My Father and I (So I Run)

We were more like motherless children, my father and I. At least, you wouldn’t know that he was my father by the way we spoke. Of course, he had all of the makings of a good black father: the stink eye and the fish fry, the black leather belt and the late night trips for ice cream and fresh donuts. But the growing struggle for power between my father and I would have had someone look twice at our lives. Indeed, I would often times feel and freely express to my pops that I had no father (a response influenced by all of the angsty white boys I hung out with). We would fight about that a lot.

I once evaded a whooping that I most rightly deserved; I was lucky to have done it right before Sunday nap time, a strategy that was irreplicable. I took off on down the dirt roads of Phelan on my electric Schwinn, dodging the hot air from my barking father and the dips in the desert sand, all of it fading into the background of my pastoral neighborhood at about 10 mph. When I returned, the doors were locked. I found an open window to sneak back into, but I never found a way back into the relationship we once had. I still romanticize the days before the incident in my head.

The song “So I Run” came from remembering this story and also finding myself in similar graces with the Christian G-d. I don’t know if I’d made him angry, but found myself quickly disengaging with him; I had tried with all my might to “earn my crown” with my actions and thoughts and found uncertainty that left me frozen in place until I began to run.

One lesson that I learned and accepted from both relationships is that I will never be able to return to “what it was”. My relationship with my father has not been the same since I’ve moved from adolescence to adulthood. This is for the better, I think. I began to abandon my old self, and my understanding of the only world I had seen until then. Now that I have challenged my understanding of this G-d and this father, I can’t go back. And so, the struggle of power transformed into the struggle of place. I still long to have a relationship with my father(s), but now deeply yearn to understand what it means to foster those relationships. And so I cling to my fathers’ families. I’m not so good at practicing the sacraments but feel finally at peace when I do.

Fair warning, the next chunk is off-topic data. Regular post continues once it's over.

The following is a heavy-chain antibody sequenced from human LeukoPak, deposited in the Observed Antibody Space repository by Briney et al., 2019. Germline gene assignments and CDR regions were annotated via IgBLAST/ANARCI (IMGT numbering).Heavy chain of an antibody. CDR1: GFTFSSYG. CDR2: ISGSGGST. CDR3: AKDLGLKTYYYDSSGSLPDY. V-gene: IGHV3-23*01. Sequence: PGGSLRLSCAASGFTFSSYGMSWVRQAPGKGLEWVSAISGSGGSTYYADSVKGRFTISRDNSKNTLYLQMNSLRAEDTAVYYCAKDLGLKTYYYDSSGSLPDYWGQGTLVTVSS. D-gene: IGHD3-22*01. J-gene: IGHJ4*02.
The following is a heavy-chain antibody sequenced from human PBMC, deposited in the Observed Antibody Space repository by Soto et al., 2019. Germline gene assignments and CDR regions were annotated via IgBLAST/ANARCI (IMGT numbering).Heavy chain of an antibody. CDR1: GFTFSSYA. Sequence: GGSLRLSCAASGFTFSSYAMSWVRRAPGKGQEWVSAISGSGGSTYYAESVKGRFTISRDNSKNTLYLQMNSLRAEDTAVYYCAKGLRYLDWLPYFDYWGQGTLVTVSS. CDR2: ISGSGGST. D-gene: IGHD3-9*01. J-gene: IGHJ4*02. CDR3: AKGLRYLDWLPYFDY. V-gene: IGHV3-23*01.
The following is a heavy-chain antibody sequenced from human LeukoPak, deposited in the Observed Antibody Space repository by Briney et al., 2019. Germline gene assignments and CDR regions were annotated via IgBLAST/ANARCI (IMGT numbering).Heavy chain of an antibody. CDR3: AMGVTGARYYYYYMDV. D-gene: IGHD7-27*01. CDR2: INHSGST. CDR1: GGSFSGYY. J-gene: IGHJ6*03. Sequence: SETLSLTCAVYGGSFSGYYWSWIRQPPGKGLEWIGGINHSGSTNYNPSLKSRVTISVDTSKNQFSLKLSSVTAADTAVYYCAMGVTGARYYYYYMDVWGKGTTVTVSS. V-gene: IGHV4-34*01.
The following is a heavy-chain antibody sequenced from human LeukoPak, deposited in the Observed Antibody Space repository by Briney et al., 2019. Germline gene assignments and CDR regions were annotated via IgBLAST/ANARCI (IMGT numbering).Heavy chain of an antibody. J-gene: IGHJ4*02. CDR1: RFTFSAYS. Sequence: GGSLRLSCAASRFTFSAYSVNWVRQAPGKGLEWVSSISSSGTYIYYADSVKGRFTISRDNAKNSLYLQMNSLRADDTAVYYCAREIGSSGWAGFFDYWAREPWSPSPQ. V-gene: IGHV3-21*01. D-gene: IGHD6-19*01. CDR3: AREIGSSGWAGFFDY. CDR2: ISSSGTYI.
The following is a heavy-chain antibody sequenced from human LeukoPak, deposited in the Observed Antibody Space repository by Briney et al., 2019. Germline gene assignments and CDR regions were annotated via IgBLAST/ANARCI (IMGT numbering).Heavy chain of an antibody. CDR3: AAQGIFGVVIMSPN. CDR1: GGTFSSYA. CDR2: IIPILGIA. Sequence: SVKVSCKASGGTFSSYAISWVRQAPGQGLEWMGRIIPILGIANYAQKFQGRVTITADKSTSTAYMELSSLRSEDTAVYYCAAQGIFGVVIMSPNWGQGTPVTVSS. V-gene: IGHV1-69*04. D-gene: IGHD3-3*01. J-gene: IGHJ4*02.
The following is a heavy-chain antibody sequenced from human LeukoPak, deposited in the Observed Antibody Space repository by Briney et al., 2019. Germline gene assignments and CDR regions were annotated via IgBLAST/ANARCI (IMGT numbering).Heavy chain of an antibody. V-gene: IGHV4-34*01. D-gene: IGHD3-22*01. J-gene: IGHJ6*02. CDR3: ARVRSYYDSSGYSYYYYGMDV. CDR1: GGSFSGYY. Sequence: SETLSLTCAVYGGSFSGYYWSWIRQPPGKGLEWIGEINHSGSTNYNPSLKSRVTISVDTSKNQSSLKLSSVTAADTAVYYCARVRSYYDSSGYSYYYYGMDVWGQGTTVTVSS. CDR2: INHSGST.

So if you’ve ever taken a leap of faith, and challenged all that you know to be true; if you’ve ever tickled the sides of G-d or man until they or it crumbles at your fingertips, leaving you with more questions than answers, know that you’re not alone. The pain that you feel in choosing to find the truth will only debilitate you if you look back, like Rachel in the story of Sodom and Gomorrah. May you be blessed in your rejection of the “truth” in status quo, the “truth” found only in conformity. May it lead you to an open window.

Below are the lyrics to my song. My hope is that these words will serve you like my father served me fish fry and that you will be filled.

So I Run

Unabashedly, this bastard backs away
And bends beneath the backs
Of hands his father swings at him
For the millionth time,
he signs those papers of divorce
Inside his head
There’s no remorse for what he’s done.

There’s no denying all the demons
That lay beside him with the children
He’s never wanted to respect

And yet their tongues of fire,
They keep brushing up against his sides
And they keep tickling til he’s blistering red
“Is it heavy?”, someone asked.

“Well, only if I look back
And if I scratch at, will there be blood
And only if I turn round,
Will I be found out by the flood
And so, I run.”

Consequentially, and much to his dismay,
He finds his father’s footsteps
Fettered to the outside door
With a silent cry,
he walks around the desert sand
To find an entrance
He is desperate to get in

He’s well endowed with all the facts
It’s made him proud, but now he’s stuck
With an ambivalence inside

Cause who knew all the crowns in this world
Were bejeweled with doubt,
And all the robes were red with foolish pride?
“We’re all dying, and so am I”

And So I Run
Into the arms of family
Like a sacrament, I’m reverent to their open hands
I’ve let their arms become my hiding place
And father is an ugly word I’ve used in exclusivity
I seek to find escape from it
And solace in his wife and children

Well, only if I look back
And if I scratch at, will there be blood
And only if I turn round,
Will I be found out by the flood
And so, I run